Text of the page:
My experiments with using cut flowers in the garden don’t run much more creative than floating a few frangipani or camellias in a bowl. A visit to David Ruston’s garden at Ruston Roses, in Renmark on the Murray River, convinced me that mine is a paltry vision. When it comes to using cut flowers to decorate garden spaces no one I’ve ever met does it like David Ruston.
Let me show you what I mean, starting with something simple, a reasonably traditional take on an urn, filled with silver crassula and surrounded by the lovely pleated foliage of brilliantasia and a few sprays of sage. There’s a naturalism to the arrangement so that it’s not immediately obvious whether the succulent has been planted or cut and arranged.
There’s no such ambivalence about this one:
The dried heads of cardoon look fantastic (if slightly Miss Haversham) in this formal pyramid, and remind us that flowers are worth admiring, at all stages of their life.
But it’s roses that made David famous and it’s roses that are everywhere in vases around the garden and all through the house. Here, a basket of red roses on the rustic outdoor table:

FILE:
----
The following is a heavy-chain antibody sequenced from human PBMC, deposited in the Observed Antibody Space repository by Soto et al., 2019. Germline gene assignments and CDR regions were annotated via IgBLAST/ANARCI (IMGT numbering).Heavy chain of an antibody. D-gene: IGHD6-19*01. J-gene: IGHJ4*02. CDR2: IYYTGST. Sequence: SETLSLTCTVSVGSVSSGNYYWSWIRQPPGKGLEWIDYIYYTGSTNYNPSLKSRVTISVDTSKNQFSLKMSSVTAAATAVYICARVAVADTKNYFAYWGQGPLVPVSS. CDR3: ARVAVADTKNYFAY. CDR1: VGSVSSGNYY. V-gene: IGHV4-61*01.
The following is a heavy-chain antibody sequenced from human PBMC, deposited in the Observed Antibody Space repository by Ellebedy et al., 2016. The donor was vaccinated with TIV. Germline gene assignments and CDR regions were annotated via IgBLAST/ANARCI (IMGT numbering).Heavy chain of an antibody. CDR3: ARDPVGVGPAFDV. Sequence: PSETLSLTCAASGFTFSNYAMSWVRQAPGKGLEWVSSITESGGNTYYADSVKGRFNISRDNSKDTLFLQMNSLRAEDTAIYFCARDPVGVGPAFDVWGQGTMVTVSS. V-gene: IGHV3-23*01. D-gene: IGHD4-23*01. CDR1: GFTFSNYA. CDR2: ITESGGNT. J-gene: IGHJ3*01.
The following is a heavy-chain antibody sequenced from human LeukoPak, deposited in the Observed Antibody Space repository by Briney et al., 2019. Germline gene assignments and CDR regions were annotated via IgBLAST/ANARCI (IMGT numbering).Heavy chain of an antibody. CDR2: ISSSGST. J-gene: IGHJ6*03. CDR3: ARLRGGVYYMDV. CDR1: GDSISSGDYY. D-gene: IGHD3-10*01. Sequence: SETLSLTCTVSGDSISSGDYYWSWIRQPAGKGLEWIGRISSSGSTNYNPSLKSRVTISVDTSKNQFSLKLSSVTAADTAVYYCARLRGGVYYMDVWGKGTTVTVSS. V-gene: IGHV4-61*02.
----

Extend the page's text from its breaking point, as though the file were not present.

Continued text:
More formally, here’s ‘Princess Margaret’, a few dozen of her, displayed in a polished antique sterling silver vase just outside the back door .
You see what I mean about my paltry ambition. ‘Princess Margaret’ is just one of about 4000 different rose varieties growing at Ruston Roses, which holds both the national rose collection and the Heritage Rose Society collection. The nursery was a leading supplier of both cut flowers and of grafting material in its heyday in the 1990s. Then the twin-whammy of globalisation and drought forced change. Roses from the Riverland couldn’t compete on price with those grown in Africa or South America, even if they continued to win on fragrance and freshness. Drought just made things harder. So Ruston Roses is now a tourism venture, luring visitors into the garden with the promise great food and coffee, as well as roses.
The highlight though is David Ruston’s garden. An inveterate collector, David keeps pushing at the boundaries of the garden, inching into the rows of roses to build borders of horticultural treats. Paths wind through beds that, late into autumn, tower above head height.
Here’s David, walking the path he made to cut through a giant fallen willow. Typically, plants are crammed into every space, including in pots on the uneven surface of the old tree trunk.
And everywhere there are bowls and vases and urns of roses.
Impressed as I am by David’s skill, I can’t see that I’ll be taking my vases into the garden, filled or otherwise, any time soon. But as well as marvelling at the skill, and sticking my head into every rose for a deep breath of perfume, my visit was a reminder of how wonderfully personal a garden is, and what an intimate privilege it is to see someone else’s!